Babson administration will be extremely conservative in the coming weeks when planning food events as they develop their guidelines with the Town of Wellesley. Any questions, feedback or concerns can be directed to the Student Activities and Leadership division at sal@babson.edu

Students initiate Alpha Kappa Psi colony

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Photo courtesy of Elaine Zhang

Another business fraternity aims to join the Babson community. A group of students, primarily freshmen and sophomores, are in the process of establishing a Babson branch of international professional fraternity Alpha Kappa Psi, also known as AKPsi.

The group first required approval from the Heritage Center, the organization’s headquarters, and from Babson itself. It is currently recognized as a “colony;” that is, a fledgling chapter that must prove it has the membership and capability to be formally installed. Once this occurs, likely in the spring, the chapter may pitch to the Student Government Association to be recognized as an official Babson organization.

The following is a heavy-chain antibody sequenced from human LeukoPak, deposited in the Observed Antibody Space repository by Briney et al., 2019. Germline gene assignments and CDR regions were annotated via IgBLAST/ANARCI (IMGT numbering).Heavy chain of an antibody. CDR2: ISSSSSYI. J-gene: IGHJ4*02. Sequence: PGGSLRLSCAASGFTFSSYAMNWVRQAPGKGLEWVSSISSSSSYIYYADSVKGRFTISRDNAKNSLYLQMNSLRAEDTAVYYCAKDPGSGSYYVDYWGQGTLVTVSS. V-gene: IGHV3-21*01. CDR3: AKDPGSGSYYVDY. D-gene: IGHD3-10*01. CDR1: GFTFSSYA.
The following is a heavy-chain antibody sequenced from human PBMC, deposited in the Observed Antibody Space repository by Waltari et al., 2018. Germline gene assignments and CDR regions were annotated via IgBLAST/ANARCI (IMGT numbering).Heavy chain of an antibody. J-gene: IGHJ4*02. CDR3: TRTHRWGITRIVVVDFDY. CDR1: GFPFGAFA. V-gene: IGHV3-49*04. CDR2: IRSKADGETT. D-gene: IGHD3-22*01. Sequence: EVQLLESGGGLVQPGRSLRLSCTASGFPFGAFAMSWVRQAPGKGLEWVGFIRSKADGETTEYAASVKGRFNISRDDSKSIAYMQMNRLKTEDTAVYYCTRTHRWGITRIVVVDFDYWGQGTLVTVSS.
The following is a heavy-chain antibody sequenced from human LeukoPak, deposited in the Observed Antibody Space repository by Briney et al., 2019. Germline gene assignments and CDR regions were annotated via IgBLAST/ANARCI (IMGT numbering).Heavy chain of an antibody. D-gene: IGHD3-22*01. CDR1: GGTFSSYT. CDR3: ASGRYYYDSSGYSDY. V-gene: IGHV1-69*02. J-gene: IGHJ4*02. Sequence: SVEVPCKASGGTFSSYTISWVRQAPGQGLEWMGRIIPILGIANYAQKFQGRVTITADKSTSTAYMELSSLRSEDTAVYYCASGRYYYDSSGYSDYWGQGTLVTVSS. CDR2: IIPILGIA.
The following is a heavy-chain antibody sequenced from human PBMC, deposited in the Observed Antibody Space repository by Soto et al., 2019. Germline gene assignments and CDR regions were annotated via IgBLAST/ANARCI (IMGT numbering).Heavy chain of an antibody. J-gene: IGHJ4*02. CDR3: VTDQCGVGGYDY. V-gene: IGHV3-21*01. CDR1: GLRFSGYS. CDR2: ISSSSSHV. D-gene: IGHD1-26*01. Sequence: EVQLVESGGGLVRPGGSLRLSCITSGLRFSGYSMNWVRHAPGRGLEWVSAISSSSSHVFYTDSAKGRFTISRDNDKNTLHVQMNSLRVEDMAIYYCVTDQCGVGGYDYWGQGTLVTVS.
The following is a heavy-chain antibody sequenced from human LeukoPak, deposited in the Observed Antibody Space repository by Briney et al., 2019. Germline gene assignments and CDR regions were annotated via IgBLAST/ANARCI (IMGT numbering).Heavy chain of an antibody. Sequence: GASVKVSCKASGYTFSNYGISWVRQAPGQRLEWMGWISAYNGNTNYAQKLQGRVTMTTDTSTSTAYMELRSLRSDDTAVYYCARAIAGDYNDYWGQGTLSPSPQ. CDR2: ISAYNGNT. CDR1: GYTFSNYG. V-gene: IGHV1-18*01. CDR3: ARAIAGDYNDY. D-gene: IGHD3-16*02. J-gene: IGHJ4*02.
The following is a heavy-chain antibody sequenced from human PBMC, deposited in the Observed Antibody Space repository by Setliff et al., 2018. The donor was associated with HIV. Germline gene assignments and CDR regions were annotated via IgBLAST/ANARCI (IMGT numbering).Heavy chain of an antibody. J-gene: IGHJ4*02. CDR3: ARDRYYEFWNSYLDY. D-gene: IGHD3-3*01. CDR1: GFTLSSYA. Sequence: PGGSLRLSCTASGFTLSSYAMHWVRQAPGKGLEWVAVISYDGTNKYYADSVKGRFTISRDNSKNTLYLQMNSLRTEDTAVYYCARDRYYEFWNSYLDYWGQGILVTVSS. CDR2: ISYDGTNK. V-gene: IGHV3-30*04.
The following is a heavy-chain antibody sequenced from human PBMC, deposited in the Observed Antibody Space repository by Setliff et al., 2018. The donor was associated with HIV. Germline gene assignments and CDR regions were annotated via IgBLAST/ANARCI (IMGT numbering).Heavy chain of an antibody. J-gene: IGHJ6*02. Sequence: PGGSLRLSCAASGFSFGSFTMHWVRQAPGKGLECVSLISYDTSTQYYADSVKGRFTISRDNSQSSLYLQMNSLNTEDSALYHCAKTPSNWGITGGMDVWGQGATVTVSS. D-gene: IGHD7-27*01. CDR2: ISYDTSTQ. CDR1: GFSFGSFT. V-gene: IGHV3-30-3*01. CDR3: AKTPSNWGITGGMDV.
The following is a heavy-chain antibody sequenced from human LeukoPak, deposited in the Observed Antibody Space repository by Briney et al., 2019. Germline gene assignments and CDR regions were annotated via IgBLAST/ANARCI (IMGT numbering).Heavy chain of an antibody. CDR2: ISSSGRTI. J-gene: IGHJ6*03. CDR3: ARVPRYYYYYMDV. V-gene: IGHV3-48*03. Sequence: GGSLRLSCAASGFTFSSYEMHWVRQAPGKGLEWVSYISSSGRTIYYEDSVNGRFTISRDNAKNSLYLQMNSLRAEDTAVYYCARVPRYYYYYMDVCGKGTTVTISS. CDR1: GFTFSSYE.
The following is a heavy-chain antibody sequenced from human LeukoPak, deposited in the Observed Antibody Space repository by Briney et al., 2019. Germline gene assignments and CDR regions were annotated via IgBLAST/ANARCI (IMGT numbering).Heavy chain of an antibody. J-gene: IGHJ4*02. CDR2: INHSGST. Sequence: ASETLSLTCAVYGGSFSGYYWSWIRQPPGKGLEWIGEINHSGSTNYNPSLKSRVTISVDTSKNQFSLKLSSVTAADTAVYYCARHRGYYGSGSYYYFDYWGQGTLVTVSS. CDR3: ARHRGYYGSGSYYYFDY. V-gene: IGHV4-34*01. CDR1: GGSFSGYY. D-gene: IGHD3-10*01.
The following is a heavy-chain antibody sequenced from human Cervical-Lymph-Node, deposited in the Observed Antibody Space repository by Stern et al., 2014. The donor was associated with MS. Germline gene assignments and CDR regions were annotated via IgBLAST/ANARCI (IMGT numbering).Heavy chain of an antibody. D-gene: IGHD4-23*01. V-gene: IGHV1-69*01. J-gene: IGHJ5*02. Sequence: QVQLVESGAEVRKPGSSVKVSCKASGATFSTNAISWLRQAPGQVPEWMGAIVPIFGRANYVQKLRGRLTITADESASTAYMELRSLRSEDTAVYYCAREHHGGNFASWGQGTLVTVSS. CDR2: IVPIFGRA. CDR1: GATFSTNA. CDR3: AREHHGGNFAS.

“It’s been a long process,” AKPsi President Rada Ilieva (’18) said. “It’s very different than a regular org.”

AKPsi is the oldest and largest business fraternity in the world. Started at New York University in 1904, it has since inducted more than 250,000 students. Previous membership includes Presidents Ronald Regan and Richard Nixon, U.S. senators, and business leaders in every industry.

“The main focus of Alpha Kappa Psi is to provide leadership development, personal and professional training and the fundamental ingredient higher education misses—experience,” the organization’s website claims.

Babson’s colony has expanded rapidly, attracting about 80 colonists in a few months. “We grew really quickly,” Ilieva said. “We’re trying to maintain that brotherhood and have those close relationships, which is why we started in the first place.”

Ilieva says she looks forward to seeing the chapter come into its own. “I’m most excited about seeing things develop and people actually being able to use it for networks and fun.”

Babson’s Community Garden